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07 Jul 2015
Quotes for Software Engineers

”Premature optimization is the root of all evil”

– Donald Knuth

Donald Knuth’s quote is naturally important but incredibly hard to relate to if you work with “organizations” who do not understand and appreciate refactoring of code.

Kent Beck have also addressed that optimization should not be done too early…

“Make It Work, Make It Right, Make It Fast”

– Kent Beck

This is the quote that I have had as my main guiding principle in recent years. It brilliantly weaves together the ideas of first creating a prototype to show that the initial concept is correct, then refactor the code to “production quality” and then as a last step improve the performance if there is a concrete need for it.

”It is pointless to do with more what can be done with fewer”

– William of Ockham

I guess some Swedish politicians might argue with this ;-)

”Assumption is the mother of all screw ups”

– Mr. Eugene Lewis Fordsworthe

Sounds so simple and still it’s so hard!

”The only constant is change”

– Heraclitus

Exactly, embrace change and make it work for you ”resistance is futile” ;-)

”The only constant is change”

– George Box

This is probably the only justification I’d like to give to all who think that modeling before coding is a waste because “it is still not the solution”…

The Five Stages of Model Development

1) Decide what you want the model to do

2) Decide how to build the model

3) Build the model

4) Debug the model

5) Trash stages 1-4 and start again, now that you know what you really wanted.

– Donald Knuth

It’s easy to miss the first two paragraphs, just as it is easy to miss developing good requirements and select the programming language (you are not only using one language, are you?! ;-) ).

A model can, in practice be anything such as a graphical notation, PoC, Lego etc. Personally, I work happily with graphical representations of flows and conditions of the notations Archimate, BPMN and UML. Which (sometimes What) notation I use is fully determined by the first point i.e. what the model should illustrate and who have an interest in it (do not show UML to the “business”!).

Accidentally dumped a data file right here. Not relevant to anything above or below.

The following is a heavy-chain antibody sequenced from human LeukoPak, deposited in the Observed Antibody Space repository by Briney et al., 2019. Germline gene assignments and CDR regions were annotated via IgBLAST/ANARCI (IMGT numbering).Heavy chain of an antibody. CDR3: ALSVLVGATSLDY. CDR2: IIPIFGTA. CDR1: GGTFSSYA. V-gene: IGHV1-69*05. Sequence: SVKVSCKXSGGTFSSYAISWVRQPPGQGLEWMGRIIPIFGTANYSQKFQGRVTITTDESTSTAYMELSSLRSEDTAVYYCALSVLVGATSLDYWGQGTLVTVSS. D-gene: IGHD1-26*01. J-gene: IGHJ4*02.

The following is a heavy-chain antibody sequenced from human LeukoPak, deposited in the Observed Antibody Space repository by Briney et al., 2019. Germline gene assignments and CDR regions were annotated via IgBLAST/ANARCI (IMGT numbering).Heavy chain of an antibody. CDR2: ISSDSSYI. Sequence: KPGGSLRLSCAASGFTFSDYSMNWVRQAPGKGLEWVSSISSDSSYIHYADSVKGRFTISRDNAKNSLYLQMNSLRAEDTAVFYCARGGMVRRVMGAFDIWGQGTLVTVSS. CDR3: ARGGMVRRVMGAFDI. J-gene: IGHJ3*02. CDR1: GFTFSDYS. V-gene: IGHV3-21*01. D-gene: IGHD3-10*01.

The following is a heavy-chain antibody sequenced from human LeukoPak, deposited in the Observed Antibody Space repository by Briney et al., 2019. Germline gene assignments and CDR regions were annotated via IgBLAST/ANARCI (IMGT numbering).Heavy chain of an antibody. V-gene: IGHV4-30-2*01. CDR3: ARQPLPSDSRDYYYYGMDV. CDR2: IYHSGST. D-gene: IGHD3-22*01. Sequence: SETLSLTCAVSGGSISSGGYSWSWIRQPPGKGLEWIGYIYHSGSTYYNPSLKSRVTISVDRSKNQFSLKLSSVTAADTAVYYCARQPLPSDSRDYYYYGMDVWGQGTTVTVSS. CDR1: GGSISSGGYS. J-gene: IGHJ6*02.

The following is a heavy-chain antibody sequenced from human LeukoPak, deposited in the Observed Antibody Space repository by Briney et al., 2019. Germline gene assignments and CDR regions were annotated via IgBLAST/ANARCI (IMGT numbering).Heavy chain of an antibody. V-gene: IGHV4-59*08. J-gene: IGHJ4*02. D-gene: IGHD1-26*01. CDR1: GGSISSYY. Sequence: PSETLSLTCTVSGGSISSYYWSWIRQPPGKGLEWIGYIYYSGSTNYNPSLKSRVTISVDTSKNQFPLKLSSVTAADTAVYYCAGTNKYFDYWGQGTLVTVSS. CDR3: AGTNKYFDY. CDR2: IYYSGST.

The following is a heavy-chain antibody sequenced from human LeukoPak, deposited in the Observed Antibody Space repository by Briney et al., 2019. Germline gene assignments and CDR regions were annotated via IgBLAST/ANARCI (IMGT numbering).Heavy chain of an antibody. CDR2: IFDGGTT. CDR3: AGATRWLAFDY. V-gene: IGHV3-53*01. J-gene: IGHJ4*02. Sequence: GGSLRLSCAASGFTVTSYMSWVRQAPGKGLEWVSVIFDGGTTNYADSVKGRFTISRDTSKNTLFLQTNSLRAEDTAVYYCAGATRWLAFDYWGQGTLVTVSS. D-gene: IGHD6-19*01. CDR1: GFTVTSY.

”If you can’t explain it to a six year old, you don’t understand it yourself”

– Albert Einstein

It’s always tough to realize that I reallyn didn’t understand it as good as I thought :-(

”Everything should be made as simple as possible, but no simpler”

– Albert Einstein

Sir Jonathan Ive is now perhaps the most famous proponent (TELEGRAPH.CO.UK, YouTube) for the spirit of this quote, although I’ve never read / heard him use this particular quote.

”To get a large model to work you must start with a small model that works, not a large model that doesn’t work”

– Alan Manne

So very true and it is equally applicable to code that in organizations.

My personally most inspiring model for fixing a large model that does not work is Lockheed Martin’s Skunk Works… Start over!

”This is the Unix philosophy: Write programs that do one thing and do it well. Write programs to work together. Write programs to handle text streams, because that is a universal interface.”

– Doug McIlroy

Doug McIlroy’s quote is philosophically always good but if you read it more practically from a modern perspective, it is as equally valid? Certainly, when it comes to applications housed on “one machine”, but what about with distributed systems?

A distributed system has no “programs” and there is also small possibilities to ‘stdin / stdout / stderr “… But what if we replace the word “programs” with “components” and looks at “streams” as APIs (ie it should be text (JSON / XML / CSV) and not binary format that is communicated), it becomes equally relevant for distributed systems!

Apologies for that, I take the liberty to write about Doug’s quote but here goes…

”Write components that do one thing and do it well. Write components to work together. Write components to handle text streams through (http) APIs, because that is a universal interface.”

Another very good quote from Doug’s > ”The notion of “intricate and beautiful complexities” is almost an oxymoron. Unix programmers vie with each other for “simple and beautiful” honors — a point that’s implicit in these rules, but is well worth making overt.” > > – Doug McIlroy

If you think that there is something I missed or just want to get in touch, please contact me on Twitter @larsbarkman

Til next time,
Lars

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